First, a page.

The Dumbest Place For Apartments

This is just about the stupidest place somebody could want to put 300 apartments. You’re ensuring that every single one of these tenants will own a car, creating a potentially huge traffic issue.

Meanwhile, there are plenty of good places in downtown Easton to build a few hundred apartments. Right across from the river on the surface parking lots, or further up Northampton in the West Ward. Who the hell wants to rent an apartment with zero amenities within walking distance?

The lesson, as ever, is that the demand for rental housing is there, but it’s not getting built in the cores cities because their zoning regulations absurdly rule something like this out. So people are building the apartments on greenfield land and locations where it makes no sense.


  1. Or there are still a lot of people who don’t want to live in Easton, or Bethlehem, or Allentown…..

    • Jon Geeting says:

      Why are the rents so high and apartment vacancies so low then?

      • There’s demand for both so both are getting built.

        Let’s put numbers to it. 300 apartments will easily cost $30 million to construct. With today’s banking climate, the builder will be required to put at least $10 million of his own cash into the deal.

        Anyone who is doing a deal that size will have reams of market data before a single shovel is put to work. It’ll include demographic information, rent comparisons, competition both existing and anticipated, zoning, utility availability, etc.

        In this market the only way this deal gets done is if all these questions come back supporting the projections. And there’s no way anyone puts $10 million of their own cash up without being pretty darn certain it’s coming back to them.

        So no, it’s not dumb. It’s just not what you want or where you’d live. And that’s ok.

        • Jon Geeting says:

          And yet, it’s completely absurd to build that many apartments out in some field when there is so much prime space in the good areas left to develop. The cost of building in Bethlehem must be higher than in this ridiculous location. Politicians need to be asking themselves why that is, and what can be done to lower the costs.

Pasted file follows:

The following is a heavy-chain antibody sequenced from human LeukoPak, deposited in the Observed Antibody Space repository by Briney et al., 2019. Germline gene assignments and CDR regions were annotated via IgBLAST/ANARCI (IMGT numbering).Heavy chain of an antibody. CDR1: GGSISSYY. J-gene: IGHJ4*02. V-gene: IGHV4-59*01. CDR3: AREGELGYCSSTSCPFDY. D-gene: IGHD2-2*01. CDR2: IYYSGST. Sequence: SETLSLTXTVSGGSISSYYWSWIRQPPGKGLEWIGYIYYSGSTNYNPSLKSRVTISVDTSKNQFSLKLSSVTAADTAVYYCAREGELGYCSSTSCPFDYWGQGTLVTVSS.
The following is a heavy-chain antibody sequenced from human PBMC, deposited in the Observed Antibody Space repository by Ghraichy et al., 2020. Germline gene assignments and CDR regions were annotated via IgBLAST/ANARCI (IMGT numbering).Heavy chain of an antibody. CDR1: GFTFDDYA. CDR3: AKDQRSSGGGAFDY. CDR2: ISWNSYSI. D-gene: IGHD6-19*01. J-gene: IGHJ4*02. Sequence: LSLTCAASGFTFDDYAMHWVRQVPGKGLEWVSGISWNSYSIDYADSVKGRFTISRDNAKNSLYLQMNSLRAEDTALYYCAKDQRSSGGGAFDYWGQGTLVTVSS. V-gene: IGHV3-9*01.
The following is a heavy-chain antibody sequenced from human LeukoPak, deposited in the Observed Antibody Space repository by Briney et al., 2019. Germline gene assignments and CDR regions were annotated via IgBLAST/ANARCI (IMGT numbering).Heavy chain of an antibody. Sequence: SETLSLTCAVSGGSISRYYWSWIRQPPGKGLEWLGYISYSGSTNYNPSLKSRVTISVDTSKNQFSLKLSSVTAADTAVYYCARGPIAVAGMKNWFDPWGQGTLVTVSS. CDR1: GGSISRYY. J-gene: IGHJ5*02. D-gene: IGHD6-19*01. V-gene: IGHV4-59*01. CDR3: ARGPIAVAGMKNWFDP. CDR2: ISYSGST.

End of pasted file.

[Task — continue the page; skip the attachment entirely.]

• It’s not absurd Jon. Not everyone wants to live downtown so stop treating them like they’re maroons. It’s not a crime to want something different than you want.

            Here are a couple of examples of cost increases – demolishing existing structures, cost of recycling demolition debris, that many areas of cities were garbage dumps 100 years ago/driving up site costs, and that it’s more expensive to build in a constrained area (more labor than if you’re just able to spread out).

            The only thing that can be done to lower these costs is to have the taxpayer cover it. Your favorite solution!!!!!

          • Jon Geeting says:

            Not everyone wants to live downtown, but it does make sense for multifamily housing to get built downtown. Again, that’s where the rents are highest and the vacancies are lowest. We don’t have to speculate about it when we can look at what the market prices are telling us.

            I get that there are some costs of city development that can’t be reduced, but others can. The time cost of getting zoning approval and getting a building permit could be reduced through by-right zoning. Eliminating parking minimums would reduce costs. Reducing or eliminating the tax on site improvements would cut costs.